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There is evidence that Joseph Smith was familiar with the Catholic anointing ritual. Also, occult manuals (that also describe similar rituals) were not uncommon in Joseph Smith's day. The same manuals, in fact, that scholars believe were used to design the Smith family parchments, mars dagger, jupiter talisman, etc.

Read the annointing rituals in this book, for example: http://books.google.com/books?id=NewpGt04P...TYPES#PPA297,M1

See pages 297 and 300.

There is little similarity here.

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This is, without question, the most cogent response I've ever seen to criticisms of Quinn's theories.

Ha! No offence, Bill. I wasn't directing this towards your review. It was directed at Ipso Facto's assessment that posting a link to such a huge article was somehow sufficient (and appropriate) to undermine the previous statements I made in this thread. My comments were also directed at Ipso's blanket disregard for the immense contribution that Quinn has made to Mormon studies. No doubt you have made many contributions yourself, including which you have identified several weaknesses that readers of Quinn's book should be aware of. But as I am sure you'd agree (at least I hope you would), the baby should not be thrown out with the bathwater.

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I am glad you asked, 98. :P

Here you go:

"Doctrine of election, sealing of the servants of God on the top of their heads. 'Tis not the cross as the Catholics would have it." (The Words of Joseph Smith, 13 August 1843, p. 239.)

VERY "not impressive". Sounds like if anything, Roman Catholic confirmation which seems to be a highly abbreviated form of what the Copts do as shown in the link I provided earlier. So abbreviated as to be not even "similar" except in a very vague way.

When I was confirmed Catholic, the ritual also included a ritual touching of the cheek- a "slap" to show that one was a "soldier of Christ". The intent of that sacrament seems very different from the intent of the Coptic rite as well, the Coptic being more a blessing where the confirmation was to make one unafraid to stand up for the faith.

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I disagree.

Pouring oil over the head vs annointing specific body parts as the Copts do? How could you say they are similar other than in a vague way? The only similarity is the use of oil and the touching of the head.

One could say that the LDS blessing of the sick is similar then to Catholic confirmation as described,-- and what would that prove? But saying that LDS blessing of the sick and the Coptic annointing is similar? Come on!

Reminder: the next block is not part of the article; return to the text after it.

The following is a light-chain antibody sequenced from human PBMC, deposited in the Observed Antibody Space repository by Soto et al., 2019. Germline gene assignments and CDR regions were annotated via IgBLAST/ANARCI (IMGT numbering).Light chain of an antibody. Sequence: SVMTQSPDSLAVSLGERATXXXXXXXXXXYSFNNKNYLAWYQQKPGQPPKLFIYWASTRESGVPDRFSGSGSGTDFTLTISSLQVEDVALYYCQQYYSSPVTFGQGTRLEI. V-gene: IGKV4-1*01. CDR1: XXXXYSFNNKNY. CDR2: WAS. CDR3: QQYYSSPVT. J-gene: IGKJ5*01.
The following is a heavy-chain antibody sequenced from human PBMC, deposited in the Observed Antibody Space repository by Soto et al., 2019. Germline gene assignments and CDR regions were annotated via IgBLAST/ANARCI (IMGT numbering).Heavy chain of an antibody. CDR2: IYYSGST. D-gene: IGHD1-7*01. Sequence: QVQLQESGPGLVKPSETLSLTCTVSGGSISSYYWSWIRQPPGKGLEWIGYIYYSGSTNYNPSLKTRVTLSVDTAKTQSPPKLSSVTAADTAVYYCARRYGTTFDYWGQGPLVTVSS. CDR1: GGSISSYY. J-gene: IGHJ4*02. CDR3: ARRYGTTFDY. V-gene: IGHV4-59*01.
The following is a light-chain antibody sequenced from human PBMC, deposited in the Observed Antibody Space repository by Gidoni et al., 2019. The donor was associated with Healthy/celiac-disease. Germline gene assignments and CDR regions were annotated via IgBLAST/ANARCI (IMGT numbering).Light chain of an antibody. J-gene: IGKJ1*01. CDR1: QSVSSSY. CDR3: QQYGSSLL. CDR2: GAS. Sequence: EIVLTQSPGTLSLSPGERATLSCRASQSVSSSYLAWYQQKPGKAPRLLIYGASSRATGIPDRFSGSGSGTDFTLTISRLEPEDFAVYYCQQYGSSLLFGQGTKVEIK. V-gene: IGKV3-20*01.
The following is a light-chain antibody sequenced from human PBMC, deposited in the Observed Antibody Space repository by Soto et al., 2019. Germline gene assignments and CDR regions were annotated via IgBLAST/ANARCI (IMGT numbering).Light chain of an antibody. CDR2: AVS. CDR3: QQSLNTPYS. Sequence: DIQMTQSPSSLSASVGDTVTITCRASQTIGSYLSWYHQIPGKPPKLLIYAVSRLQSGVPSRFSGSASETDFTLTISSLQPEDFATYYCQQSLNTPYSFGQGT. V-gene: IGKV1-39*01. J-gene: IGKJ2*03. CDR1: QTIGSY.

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VERY "not impressive". Sounds like if anything, Roman Catholic confirmation which seems to be a highly abbreviated form of what the Copts do as shown in the link I provided earlier. So abbreviated as to be not even "similar" except in a very vague way.

You are having a hard time following this thread, aren't you? The quote I gave was merely to illustrate that Smith had a familiarity with Catholic anointings. How familiar was he, I don't know. The quote doesn't tell us. Nevertheless... the quote does allow for a possible migration path that seems much more plausible than the notion that Joseph, through mysterious and supernatural ways (independant of contemporary sourses from which to draw his inspiration/ideas), was able to tap into a source that would give him a first hand witness of what early Christians believed and practiced. As a non-believer of Mormonism, I am extremely skeptical about such miraculous claims. And I think it is safe to say that most non-Mormon historians would also be skeptical.

When I was confirmed Catholic, the ritual also included a ritual touching of the cheek- a "slap" to show that one was a "soldier of Christ". The intent of that sacrament seems very different from the intent of the Coptic rite as well, the Coptic being more a blessing where the confirmation was to make one unafraid to stand up for the faith.

So what is your point? Do you think that I am denying that Joseph Smith would have made some changes/modifications to the ritual? I would never deny this. In fact, I am quite convinced that such a notion stands in direct conflict with Smith's "restoration" of other aspects of Mormonism (whether it be his revision of the Bible, or the Endowment). Besides... I have not claimed that Smith turned to merely one source, as he developed the rituals he did. Rather, I believe the process was quite syncretic.

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Pouring oil over the head vs annointing specific body parts as the Copts do? How could you say they are similar other than in a vague way? The only similarity is the use of oil and the touching of the head.

Anointed forehead, eyes, palms, knees, feet.... wearing a white linen "close before and behind". Did you think to READ the pages I cited?

One could say that the LDS blessing of the sick is similar then to Catholic confirmation as described,-- and what would that prove? But saying that LDS blessing of the sick and the Coptic annointing is similar? Come on!